Morocco: Rabat, New Capital for Art and Culture by Sihame Bouhout
Morocco: Rabat, New Capital for Art and Culture by Sihame Bouhout Morocco always has been a destination of inspiration for artists: Matisse, Majorelle, Delacroix, many of the beat generation…But what about Moroccan artists?
When a country has been through the complicated processes of colonization; or its closest version which resulted in its status called a “protectorate” for Morocco. It is not possible to draw comparisons between its development and that of Western countries. Too much history has slowed down its maturation. Opinions are divided as to whether the cultures and histories of either Europe or Africa can claim positive or negative outcomes. There is no clear answer; the question will remain. But it left scars of corruption and political instability that are undeniable.
In this context it is always great news to witness a country’s development, not only from an economic point of view but also rather from a cultural point of view. Most of these countries in Africa actually possess great wealth in the form of natural resources, even if their own citizens are never the beneficiaries of this wealth.
What is interesting is to witness developments in a country’s forms of cultural expression, which are always good and hopeful signs. The first decisions made by dictators once they establish their power are: to suppress philosophical classes and to restrain the power of culture. The only art that will be elevated will be art dedicated to the leader’s image.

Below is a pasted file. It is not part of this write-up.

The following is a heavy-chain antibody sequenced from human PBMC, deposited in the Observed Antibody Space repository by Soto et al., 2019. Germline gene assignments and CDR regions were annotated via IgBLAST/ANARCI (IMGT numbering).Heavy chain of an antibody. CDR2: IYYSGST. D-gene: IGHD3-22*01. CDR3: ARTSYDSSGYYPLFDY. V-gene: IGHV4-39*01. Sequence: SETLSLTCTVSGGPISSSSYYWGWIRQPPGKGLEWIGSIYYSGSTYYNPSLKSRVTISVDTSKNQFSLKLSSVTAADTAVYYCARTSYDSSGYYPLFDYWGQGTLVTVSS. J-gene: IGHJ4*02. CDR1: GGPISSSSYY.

The Museum of Modern and Contemporary Art in Rabat is the first major museum built by Morocco since independence, after ten years of work and 17 million Euros of investment. It is the first museum dedicated to modern and contemporary art in the country.
This museum is the first step of a larger plan to make Rabat a cultural center. Located in the center of the capital, the design of the building is classically Moorish. The opening coincided with the announcement of the debut work "Grand Theatre,” designed by Iraqi-British architect Zaha Hadid.
The first formal exhibition of the Museum, entitled "1914-2014: One Hundred Years of Creation," brought together some 400 works by 150 Moroccan artists who have achieved some fame outside of but not within their own country. It is, in the words of the artist-filmmaker Abdelghani BIBT, "a unique opportunity to promote national artists (...), sometimes better known abroad than in Morocco."
These works include those of the painter Farid Belkahia, who died last month, but also Chabaa Mohamed, Mohamed Kacimi, Chaïbia Tallal, and Hassan El Glaoui exhibited for the first time in the same museum. The Moroccan school of abstraction and figuration are both represented.
The museum will be an exhibition space but not only that; it will also be a place for the production of works of art and training. Drawing upon already-established partnerships with institutions such as the Louvre and the Museum of Civilization in Europe and the Mediterranean in Marseille, the museum aims to provide an opportunity for artists to learn new skills and to encourage the development of joint exhibitions.
For now, no precise operating budget has been announced, and the manner of entry for the public has yet to be defined. But it is very much hoped that Moroccans will have a free access to it.
In addition, the museum is in negotiations to exhibit works on loan from private collectors and patrons, including works by a collector who has a collection of 200 paintings that include paintings by Picasso and Braque.
It is very interesting to see through the exhibition, how Moroccan painters and photographers have detached from the expected connections to folklore and traditions to develop their own individuality.